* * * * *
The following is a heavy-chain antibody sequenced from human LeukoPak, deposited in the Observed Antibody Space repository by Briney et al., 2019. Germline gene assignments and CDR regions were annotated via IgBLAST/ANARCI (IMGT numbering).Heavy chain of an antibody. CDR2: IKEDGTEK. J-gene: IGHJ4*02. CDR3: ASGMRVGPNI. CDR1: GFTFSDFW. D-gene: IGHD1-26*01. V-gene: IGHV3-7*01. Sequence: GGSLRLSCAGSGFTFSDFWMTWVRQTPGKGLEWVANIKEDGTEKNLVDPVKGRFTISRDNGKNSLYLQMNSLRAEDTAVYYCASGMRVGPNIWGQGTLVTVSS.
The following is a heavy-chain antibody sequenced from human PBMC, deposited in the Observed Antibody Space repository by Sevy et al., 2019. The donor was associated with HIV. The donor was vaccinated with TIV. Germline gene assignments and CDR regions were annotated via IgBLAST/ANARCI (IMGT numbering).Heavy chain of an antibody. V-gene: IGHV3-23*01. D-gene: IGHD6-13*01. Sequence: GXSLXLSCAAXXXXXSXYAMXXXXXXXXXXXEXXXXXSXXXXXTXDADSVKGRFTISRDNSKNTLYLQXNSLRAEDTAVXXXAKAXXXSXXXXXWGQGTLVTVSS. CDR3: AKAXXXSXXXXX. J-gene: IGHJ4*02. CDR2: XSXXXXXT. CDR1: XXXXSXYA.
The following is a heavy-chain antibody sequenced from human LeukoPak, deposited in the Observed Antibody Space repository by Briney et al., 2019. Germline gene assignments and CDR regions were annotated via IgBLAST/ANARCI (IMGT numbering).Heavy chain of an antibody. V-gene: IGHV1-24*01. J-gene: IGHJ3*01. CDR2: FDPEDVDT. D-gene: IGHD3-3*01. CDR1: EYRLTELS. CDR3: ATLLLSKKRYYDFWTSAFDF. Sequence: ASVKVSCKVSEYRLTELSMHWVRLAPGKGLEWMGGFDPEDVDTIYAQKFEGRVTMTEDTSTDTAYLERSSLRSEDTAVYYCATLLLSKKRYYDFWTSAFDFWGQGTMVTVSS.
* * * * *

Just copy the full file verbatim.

The following is a heavy-chain antibody sequenced from human LeukoPak, deposited in the Observed Antibody Space repository by Briney et al., 2019. Germline gene assignments and CDR regions were annotated via IgBLAST/ANARCI (IMGT numbering).Heavy chain of an antibody. CDR2: IKEDGTEK. J-gene: IGHJ4*02. CDR3: ASGMRVGPNI. CDR1: GFTFSDFW. D-gene: IGHD1-26*01. V-gene: IGHV3-7*01. Sequence: GGSLRLSCAGSGFTFSDFWMTWVRQTPGKGLEWVANIKEDGTEKNLVDPVKGRFTISRDNGKNSLYLQMNSLRAEDTAVYYCASGMRVGPNIWGQGTLVTVSS.
The following is a heavy-chain antibody sequenced from human PBMC, deposited in the Observed Antibody Space repository by Sevy et al., 2019. The donor was associated with HIV. The donor was vaccinated with TIV. Germline gene assignments and CDR regions were annotated via IgBLAST/ANARCI (IMGT numbering).Heavy chain of an antibody. V-gene: IGHV3-23*01. D-gene: IGHD6-13*01. Sequence: GXSLXLSCAAXXXXXSXYAMXXXXXXXXXXXEXXXXXSXXXXXTXDADSVKGRFTISRDNSKNTLYLQXNSLRAEDTAVXXXAKAXXXSXXXXXWGQGTLVTVSS. CDR3: AKAXXXSXXXXX. J-gene: IGHJ4*02. CDR2: XSXXXXXT. CDR1: XXXXSXYA.
The following is a heavy-chain antibody sequenced from human LeukoPak, deposited in the Observed Antibody Space repository by Briney et al., 2019. Germline gene assignments and CDR regions were annotated via IgBLAST/ANARCI (IMGT numbering).Heavy chain of an antibody. V-gene: IGHV1-24*01. J-gene: IGHJ3*01. CDR2: FDPEDVDT. D-gene: IGHD3-3*01. CDR1: EYRLTELS. CDR3: ATLLLSKKRYYDFWTSAFDF. Sequence: ASVKVSCKVSEYRLTELSMHWVRLAPGKGLEWMGGFDPEDVDTIYAQKFEGRVTMTEDTSTDTAYLERSSLRSEDTAVYYCATLLLSKKRYYDFWTSAFDFWGQGTMVTVSS.